I am having difficulty understanding how we can remove the concept of the State from a society which practices the concept of property ownership. Aren’t States, at least in the traditional sense of monarchs and limited republics, nothing more than one or a group of human property owners collectivizing their efforts to defend property from natural forces?

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Tags : anarchismanarchyatheismatheistcapitali...classical liberalismeconomicsfamilyfreedomaingodgovernmenthistorylibertarianphilosophystate

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  1. The concept of rule of law developed under aristocracies and monarchies. If you could appeal to an aristocrat for a judgement, or a supreme aristocrat a king, during a dispute this meant that those under them knew they were getting a judge who could always be appealed to and was releived by the notion that someone was above the dispute to judge independently. So no matter how wronged and poor someone got, the noble or king could make a favorable judgement based on law, tradition, and truth. Democracies and everyone supposedly under the law, which is really dominated by money and an every expanding legal fiat, means that judgements will be arbitrary and based on money.

  2. How much economic value can be derived from land without a public easement to access it? And then what about law courts, and some representative body to make these laws? The proper role of the state is to provide reliable infrastructure, without which creating and trading things of value are severely limited. A minimally necessary function of providing public goods over a large territory is the ideal form of a state.

  3. You know, once I finally came to the conclusion that the initiation of force was wrong, it was like the clouds parted and I could actually see everything for the way it IS, instead of the way the State and the powers-that-be want me to see it. My parents taught me that the initiation of force was wrong before I went to kindergarten (don't hit, don't steal, don't bully, etc.), but they never taught me to rationally apply that to the State. It took me over 30 years to completely understand that the State was not the protector of the people and property and it required me to peel back a lot of layers of propaganda to do it, but I CAN see clearly now. It's truly astonishing what the State gets people to accept during that 15,000 hours of indoctrination…it's truly astonishing what I accepted as the truth without a moment's consideration.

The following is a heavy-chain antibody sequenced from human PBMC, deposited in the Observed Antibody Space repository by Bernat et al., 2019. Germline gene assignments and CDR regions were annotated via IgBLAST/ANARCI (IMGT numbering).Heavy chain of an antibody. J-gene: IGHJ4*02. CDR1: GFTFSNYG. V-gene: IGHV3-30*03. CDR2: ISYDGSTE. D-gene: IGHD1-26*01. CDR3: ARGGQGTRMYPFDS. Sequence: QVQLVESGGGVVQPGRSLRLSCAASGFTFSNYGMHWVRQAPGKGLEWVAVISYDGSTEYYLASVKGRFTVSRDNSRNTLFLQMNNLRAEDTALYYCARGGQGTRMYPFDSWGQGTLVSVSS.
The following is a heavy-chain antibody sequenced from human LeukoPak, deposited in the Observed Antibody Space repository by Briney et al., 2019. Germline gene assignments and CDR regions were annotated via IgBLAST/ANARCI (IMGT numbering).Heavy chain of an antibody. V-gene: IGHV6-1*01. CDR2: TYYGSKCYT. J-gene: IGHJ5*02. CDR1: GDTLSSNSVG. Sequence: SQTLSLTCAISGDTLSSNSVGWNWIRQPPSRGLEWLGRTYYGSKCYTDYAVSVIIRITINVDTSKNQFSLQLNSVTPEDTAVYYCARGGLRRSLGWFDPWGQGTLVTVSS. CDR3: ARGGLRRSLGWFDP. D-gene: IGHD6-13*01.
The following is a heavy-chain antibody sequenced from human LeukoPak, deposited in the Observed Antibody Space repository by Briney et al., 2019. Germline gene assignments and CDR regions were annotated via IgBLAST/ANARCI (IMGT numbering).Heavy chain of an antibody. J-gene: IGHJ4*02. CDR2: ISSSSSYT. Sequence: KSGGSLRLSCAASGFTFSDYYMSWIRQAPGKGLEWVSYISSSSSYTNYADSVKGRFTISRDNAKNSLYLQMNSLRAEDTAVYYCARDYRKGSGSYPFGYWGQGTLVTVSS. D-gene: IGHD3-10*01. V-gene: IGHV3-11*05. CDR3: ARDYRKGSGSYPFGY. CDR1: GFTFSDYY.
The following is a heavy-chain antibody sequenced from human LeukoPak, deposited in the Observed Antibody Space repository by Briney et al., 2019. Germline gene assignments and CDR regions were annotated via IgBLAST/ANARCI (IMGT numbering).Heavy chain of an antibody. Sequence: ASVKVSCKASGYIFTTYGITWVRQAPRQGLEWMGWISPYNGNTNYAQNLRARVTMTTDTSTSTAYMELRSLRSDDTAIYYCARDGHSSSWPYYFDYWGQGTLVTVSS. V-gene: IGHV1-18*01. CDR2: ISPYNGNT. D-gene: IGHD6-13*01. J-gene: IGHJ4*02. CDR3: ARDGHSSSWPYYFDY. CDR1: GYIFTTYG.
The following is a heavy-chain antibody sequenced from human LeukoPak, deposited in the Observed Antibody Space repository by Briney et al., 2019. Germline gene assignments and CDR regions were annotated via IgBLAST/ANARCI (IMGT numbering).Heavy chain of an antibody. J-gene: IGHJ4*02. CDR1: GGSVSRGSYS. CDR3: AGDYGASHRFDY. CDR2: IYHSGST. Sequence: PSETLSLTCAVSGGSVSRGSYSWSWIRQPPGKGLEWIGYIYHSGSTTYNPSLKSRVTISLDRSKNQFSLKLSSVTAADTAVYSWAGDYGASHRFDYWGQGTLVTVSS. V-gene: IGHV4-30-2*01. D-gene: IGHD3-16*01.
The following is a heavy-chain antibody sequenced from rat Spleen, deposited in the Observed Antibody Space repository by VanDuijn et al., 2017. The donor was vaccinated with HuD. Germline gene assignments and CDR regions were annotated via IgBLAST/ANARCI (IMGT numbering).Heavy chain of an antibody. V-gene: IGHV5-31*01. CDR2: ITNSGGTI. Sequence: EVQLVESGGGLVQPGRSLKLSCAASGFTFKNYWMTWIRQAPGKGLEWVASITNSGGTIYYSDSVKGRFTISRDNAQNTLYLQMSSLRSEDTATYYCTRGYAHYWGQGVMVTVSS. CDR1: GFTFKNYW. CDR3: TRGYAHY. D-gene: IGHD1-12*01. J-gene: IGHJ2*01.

4. My maternal grandfather was a farmer.  When it was time to cut corn, the corn of every farmer in the area was cut on a different day and everybody from all those farms came to each farm on each day and helped.  Home-made saffron cake and tea were provided by each of the farmer's wives on their day.  I remember the tail end of this, just as combine harvesters were coming in, don't think it still happens, more machines now.

  5. I just recently starting listening to your show and thoughts, sorry about the cancer battle that is tough i am glad you got through it.  One thing about that is the money in cancer, research, meds, doctors etc. basically Capitalism.  I wonder why you did not go with a natural medicine.  One of these new ways is liquid cannabis.  Due to Colorado's profits from growing this plant and this industry.  I would be very curious to hear your thoughts on any of this.  I personally think that Colorado is paving the way for a new green America, from growing products which is always a good thing, and small local business.

  6. How can land ownership not be fundamental to property rights? Wouldn't a house that imparts value and is owned imply that the land it occupies also has value and can be owned? An empty parcel of land holds potential value in terms of what can be developed on it.